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Association Francophone des Utilisateurs de Logiciels Libres

French speaking Libre Software Users' Association

Promouvoir les logiciels libres ainsi que l'utilisation de standards ouverts.

Letter from Microsoft to Perú congressman Villanueva Nuñez - English translation 2

San Isidro, March 21st 2002

Mr. Edgar Villanueva Nuñez
Congressman of the Republic of Perú

Dear sir:

First of all, we want to thank you for the chance you gave us to inform you about our work in the Republic to the benefit of the public sector. We are always looking for the best way to implement programs to complete the State's initiatives of modernization and transparency. Thanks to our meeting, today you are aware of our achievements at the international level in the design of new services for the citizen, and the framework of a model State that respects and protects intellectual property.

These programs, which we discussed, are part of a global initiative. We have experience collaborating with states and communities in the adoption of technology as an strategic element to improve all citizens' lives.

As we arranged in our meeting, we attended the forum organized in the Congress of the Republic on March 6th, regarding the law that you have proposed. There we got the chance to listen to several presentations on the subject. We would now like to present our position so that you have a better view of the real situation.

  1. Your proposal mandates that every public organization exclusively use free software, also known as open-source software. This is something which trangresses the principles of equality before the law, of no discrimination, of free private initiative, and of freedom of industry and contracting, which are protected by the Constitution.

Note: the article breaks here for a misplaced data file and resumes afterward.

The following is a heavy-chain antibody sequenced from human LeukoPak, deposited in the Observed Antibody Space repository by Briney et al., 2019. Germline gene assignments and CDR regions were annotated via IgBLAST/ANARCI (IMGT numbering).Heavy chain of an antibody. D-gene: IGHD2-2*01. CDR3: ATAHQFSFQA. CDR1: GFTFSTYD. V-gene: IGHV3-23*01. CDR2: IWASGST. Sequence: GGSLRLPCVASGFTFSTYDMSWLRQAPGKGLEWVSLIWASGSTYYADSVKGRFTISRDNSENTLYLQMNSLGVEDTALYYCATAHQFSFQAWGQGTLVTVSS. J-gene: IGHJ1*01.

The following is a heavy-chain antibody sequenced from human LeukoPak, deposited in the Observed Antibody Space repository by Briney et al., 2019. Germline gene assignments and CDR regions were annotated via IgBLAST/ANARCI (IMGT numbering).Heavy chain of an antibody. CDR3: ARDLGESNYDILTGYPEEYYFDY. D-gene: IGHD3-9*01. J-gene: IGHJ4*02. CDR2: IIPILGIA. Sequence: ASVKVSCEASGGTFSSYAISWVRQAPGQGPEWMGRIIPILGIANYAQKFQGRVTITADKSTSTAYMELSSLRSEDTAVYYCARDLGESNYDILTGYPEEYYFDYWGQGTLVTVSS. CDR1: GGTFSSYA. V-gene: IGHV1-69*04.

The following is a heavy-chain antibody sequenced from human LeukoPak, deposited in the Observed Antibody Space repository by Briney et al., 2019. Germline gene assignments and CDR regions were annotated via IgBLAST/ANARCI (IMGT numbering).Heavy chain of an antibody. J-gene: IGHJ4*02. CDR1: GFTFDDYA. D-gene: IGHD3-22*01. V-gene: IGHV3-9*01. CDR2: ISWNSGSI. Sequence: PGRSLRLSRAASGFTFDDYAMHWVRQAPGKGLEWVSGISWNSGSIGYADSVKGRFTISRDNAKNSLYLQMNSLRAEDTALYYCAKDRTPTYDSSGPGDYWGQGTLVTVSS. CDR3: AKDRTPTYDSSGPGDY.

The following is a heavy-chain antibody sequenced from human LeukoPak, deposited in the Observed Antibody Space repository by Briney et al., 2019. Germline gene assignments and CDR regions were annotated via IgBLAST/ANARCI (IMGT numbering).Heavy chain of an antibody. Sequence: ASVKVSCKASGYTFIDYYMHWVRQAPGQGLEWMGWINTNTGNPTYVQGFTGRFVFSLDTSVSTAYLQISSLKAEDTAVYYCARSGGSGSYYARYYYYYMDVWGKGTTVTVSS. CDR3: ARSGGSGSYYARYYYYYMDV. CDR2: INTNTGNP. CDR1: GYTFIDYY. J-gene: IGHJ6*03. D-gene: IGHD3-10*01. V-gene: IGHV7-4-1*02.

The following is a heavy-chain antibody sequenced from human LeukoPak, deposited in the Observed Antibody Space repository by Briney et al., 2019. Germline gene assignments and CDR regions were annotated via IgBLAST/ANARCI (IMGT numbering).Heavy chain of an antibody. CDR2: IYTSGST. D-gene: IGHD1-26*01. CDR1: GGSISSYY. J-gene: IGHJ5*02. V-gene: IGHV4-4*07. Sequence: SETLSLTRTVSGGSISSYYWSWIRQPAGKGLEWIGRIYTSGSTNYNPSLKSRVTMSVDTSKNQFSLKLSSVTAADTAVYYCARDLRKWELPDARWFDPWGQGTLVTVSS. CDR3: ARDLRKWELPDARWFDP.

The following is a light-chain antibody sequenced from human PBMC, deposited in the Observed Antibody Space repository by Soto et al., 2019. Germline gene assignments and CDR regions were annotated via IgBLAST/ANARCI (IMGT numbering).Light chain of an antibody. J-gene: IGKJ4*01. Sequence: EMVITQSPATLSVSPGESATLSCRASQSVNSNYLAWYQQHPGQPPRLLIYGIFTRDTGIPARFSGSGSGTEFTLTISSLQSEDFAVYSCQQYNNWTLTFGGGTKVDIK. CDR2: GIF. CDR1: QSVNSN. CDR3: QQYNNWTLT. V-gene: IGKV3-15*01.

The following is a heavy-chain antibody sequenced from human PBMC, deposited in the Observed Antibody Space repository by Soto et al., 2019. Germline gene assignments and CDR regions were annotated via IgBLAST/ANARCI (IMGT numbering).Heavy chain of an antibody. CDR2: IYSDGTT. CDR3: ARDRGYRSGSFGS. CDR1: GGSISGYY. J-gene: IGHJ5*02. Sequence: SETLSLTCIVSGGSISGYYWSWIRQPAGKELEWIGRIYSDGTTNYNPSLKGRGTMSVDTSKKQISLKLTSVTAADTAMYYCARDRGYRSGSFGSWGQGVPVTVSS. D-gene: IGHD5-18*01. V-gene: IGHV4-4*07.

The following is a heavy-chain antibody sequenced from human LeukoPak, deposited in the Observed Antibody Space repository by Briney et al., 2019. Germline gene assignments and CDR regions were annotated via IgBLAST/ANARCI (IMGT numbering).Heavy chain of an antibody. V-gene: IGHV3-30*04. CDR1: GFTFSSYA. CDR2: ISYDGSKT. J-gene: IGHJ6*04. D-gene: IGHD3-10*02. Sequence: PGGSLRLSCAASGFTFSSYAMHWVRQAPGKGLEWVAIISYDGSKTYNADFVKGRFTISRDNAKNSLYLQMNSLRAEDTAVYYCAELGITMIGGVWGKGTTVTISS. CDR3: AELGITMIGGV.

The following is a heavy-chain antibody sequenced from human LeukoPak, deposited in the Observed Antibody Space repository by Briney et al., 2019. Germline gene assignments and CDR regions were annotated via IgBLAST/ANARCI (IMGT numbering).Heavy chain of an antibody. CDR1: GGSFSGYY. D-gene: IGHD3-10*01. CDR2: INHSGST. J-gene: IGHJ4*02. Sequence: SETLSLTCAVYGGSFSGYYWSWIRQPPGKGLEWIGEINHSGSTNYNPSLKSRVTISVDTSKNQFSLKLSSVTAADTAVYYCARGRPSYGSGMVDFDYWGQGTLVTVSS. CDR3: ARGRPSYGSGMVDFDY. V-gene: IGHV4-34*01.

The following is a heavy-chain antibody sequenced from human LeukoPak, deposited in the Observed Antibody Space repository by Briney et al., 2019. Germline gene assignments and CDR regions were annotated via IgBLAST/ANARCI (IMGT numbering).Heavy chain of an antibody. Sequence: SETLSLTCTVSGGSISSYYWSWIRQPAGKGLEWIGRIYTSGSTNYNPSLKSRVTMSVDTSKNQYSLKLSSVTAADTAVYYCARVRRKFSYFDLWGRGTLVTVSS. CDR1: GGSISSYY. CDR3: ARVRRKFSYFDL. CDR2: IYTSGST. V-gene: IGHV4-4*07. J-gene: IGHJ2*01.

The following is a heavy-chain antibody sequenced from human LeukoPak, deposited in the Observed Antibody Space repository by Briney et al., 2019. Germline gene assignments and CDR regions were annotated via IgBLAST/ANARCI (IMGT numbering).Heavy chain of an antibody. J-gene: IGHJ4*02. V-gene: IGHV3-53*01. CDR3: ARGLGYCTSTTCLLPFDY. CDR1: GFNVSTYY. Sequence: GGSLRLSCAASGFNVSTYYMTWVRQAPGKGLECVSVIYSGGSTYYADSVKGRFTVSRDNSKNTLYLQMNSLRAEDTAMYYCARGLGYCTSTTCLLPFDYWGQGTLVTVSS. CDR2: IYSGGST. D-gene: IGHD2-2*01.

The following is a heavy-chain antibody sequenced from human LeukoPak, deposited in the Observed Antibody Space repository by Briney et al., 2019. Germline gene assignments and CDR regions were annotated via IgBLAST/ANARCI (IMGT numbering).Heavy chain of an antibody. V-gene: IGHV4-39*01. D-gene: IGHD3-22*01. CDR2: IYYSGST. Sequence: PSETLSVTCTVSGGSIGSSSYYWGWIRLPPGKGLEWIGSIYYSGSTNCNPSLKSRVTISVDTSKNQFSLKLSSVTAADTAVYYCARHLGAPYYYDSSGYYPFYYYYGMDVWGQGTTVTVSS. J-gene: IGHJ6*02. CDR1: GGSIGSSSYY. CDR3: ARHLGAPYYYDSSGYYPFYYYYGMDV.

2. Your proposal, by making mandatory the use of open source software, establishes discriminatory and non-competitive treatment in contracting and acquisitions by public organizations, violating the basic principles of the "Law of State Contracting and Acquisitions" (Number 26850).

  3. By forcing the State to favor a business model supporting exclusively open source software, your proposal will discourage local and international software manufacturers who make real and important investments in the country, create a significant number of direct and indirect jobs, and thus contribute to the national income. In contrast, open source software development always has a lesser benefit to the economy, since it mainly creates jobs in the service sector.

  4. Your proposal imposes the use of open source software without considering the risks this carries to security, warranty, and possible violation of the intellectual property rights of third parties.

  5. It erroneously assumes that open source software is free software, that is, without cost, and therefore arrives at incorrect conclusions about money saved by the State. It has no cost-benefit analysis to back up this assumption.

  6. It is wrong to think that open source software is free. Research by the Gartner Group (an important market researcher in the technology world, well-known worldwide) has shown that the cost of software acquisition (operating system and applications) is only 8% of the total cost of ownership that enterprises and organizations must face as a consequence of the rational and productive use of technology. The other 92% is costs of installation, training, support, maintenance, management, and repairs after failures.